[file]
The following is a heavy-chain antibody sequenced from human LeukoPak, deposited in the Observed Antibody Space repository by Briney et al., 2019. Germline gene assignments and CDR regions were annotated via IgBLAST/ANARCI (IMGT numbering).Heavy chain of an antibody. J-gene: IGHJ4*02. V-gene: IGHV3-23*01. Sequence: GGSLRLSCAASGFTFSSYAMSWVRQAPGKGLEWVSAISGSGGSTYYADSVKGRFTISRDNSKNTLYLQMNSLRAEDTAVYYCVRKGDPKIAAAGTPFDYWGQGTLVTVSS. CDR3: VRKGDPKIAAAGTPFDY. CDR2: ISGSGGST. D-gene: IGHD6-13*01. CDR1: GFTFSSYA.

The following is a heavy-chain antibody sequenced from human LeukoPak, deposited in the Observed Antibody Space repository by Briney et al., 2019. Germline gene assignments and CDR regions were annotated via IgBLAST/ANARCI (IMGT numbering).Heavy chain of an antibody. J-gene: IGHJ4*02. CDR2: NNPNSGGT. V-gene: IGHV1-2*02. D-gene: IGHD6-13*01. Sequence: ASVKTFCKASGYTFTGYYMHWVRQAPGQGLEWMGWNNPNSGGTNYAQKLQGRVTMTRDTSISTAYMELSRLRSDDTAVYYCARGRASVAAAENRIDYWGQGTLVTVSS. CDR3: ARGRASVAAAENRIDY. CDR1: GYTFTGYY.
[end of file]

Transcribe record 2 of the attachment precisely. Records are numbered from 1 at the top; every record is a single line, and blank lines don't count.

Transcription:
The following is a heavy-chain antibody sequenced from human LeukoPak, deposited in the Observed Antibody Space repository by Briney et al., 2019. Germline gene assignments and CDR regions were annotated via IgBLAST/ANARCI (IMGT numbering).Heavy chain of an antibody. J-gene: IGHJ4*02. CDR2: NNPNSGGT. V-gene: IGHV1-2*02. D-gene: IGHD6-13*01. Sequence: ASVKTFCKASGYTFTGYYMHWVRQAPGQGLEWMGWNNPNSGGTNYAQKLQGRVTMTRDTSISTAYMELSRLRSDDTAVYYCARGRASVAAAENRIDYWGQGTLVTVSS. CDR3: ARGRASVAAAENRIDY. CDR1: GYTFTGYY.